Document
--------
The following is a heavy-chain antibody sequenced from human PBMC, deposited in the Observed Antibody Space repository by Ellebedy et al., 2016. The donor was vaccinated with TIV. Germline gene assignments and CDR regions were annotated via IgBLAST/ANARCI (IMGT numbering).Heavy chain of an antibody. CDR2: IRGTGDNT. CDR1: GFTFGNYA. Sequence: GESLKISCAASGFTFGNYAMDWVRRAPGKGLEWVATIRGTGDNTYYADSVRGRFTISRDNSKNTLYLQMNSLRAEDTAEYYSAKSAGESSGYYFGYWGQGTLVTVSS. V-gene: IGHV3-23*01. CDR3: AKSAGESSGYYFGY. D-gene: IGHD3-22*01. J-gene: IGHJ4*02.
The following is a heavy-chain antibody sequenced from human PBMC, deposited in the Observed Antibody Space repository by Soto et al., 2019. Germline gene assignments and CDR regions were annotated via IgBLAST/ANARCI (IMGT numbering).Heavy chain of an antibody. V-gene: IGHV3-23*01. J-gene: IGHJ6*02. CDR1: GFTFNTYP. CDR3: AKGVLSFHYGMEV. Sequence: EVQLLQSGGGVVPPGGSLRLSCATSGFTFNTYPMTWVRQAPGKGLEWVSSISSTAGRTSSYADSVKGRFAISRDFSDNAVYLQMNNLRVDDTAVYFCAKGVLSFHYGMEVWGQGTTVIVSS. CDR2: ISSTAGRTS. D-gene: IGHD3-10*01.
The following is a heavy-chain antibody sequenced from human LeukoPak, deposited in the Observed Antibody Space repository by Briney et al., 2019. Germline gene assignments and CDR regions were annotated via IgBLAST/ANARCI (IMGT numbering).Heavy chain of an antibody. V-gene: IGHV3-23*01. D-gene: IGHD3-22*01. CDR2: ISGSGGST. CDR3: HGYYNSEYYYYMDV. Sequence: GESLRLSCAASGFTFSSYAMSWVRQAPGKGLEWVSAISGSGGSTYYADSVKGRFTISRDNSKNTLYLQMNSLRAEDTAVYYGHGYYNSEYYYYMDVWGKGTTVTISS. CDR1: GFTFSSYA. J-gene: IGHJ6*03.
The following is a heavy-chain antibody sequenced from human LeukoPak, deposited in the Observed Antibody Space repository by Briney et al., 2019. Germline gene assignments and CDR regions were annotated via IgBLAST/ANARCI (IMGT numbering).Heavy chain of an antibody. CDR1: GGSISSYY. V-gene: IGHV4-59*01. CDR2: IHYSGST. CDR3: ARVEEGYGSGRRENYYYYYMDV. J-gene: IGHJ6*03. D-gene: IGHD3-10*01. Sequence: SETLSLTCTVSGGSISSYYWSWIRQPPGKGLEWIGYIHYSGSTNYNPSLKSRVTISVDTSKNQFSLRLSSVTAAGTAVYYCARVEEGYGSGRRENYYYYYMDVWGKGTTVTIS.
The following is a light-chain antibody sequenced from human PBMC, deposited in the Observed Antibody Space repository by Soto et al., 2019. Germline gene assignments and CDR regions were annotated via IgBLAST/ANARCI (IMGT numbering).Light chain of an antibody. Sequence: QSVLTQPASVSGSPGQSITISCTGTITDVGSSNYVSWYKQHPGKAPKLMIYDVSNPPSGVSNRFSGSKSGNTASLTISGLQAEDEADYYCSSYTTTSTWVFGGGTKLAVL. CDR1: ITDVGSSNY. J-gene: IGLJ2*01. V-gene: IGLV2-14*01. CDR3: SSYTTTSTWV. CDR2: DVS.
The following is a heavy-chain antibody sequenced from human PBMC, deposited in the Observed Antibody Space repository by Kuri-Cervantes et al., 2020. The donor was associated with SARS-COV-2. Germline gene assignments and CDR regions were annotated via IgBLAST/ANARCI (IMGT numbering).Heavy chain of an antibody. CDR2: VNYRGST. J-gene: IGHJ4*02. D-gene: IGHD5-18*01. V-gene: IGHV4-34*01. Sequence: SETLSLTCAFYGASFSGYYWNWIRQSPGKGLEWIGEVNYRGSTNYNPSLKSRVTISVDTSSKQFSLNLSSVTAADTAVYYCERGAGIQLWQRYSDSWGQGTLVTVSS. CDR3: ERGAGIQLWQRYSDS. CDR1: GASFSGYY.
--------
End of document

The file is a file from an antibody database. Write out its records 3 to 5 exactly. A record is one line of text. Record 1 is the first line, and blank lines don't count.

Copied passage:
The following is a heavy-chain antibody sequenced from human LeukoPak, deposited in the Observed Antibody Space repository by Briney et al., 2019. Germline gene assignments and CDR regions were annotated via IgBLAST/ANARCI (IMGT numbering).Heavy chain of an antibody. V-gene: IGHV3-23*01. D-gene: IGHD3-22*01. CDR2: ISGSGGST. CDR3: HGYYNSEYYYYMDV. Sequence: GESLRLSCAASGFTFSSYAMSWVRQAPGKGLEWVSAISGSGGSTYYADSVKGRFTISRDNSKNTLYLQMNSLRAEDTAVYYGHGYYNSEYYYYMDVWGKGTTVTISS. CDR1: GFTFSSYA. J-gene: IGHJ6*03.
The following is a heavy-chain antibody sequenced from human LeukoPak, deposited in the Observed Antibody Space repository by Briney et al., 2019. Germline gene assignments and CDR regions were annotated via IgBLAST/ANARCI (IMGT numbering).Heavy chain of an antibody. CDR1: GGSISSYY. V-gene: IGHV4-59*01. CDR2: IHYSGST. CDR3: ARVEEGYGSGRRENYYYYYMDV. J-gene: IGHJ6*03. D-gene: IGHD3-10*01. Sequence: SETLSLTCTVSGGSISSYYWSWIRQPPGKGLEWIGYIHYSGSTNYNPSLKSRVTISVDTSKNQFSLRLSSVTAAGTAVYYCARVEEGYGSGRRENYYYYYMDVWGKGTTVTIS.
The following is a light-chain antibody sequenced from human PBMC, deposited in the Observed Antibody Space repository by Soto et al., 2019. Germline gene assignments and CDR regions were annotated via IgBLAST/ANARCI (IMGT numbering).Light chain of an antibody. Sequence: QSVLTQPASVSGSPGQSITISCTGTITDVGSSNYVSWYKQHPGKAPKLMIYDVSNPPSGVSNRFSGSKSGNTASLTISGLQAEDEADYYCSSYTTTSTWVFGGGTKLAVL. CDR1: ITDVGSSNY. J-gene: IGLJ2*01. V-gene: IGLV2-14*01. CDR3: SSYTTTSTWV. CDR2: DVS.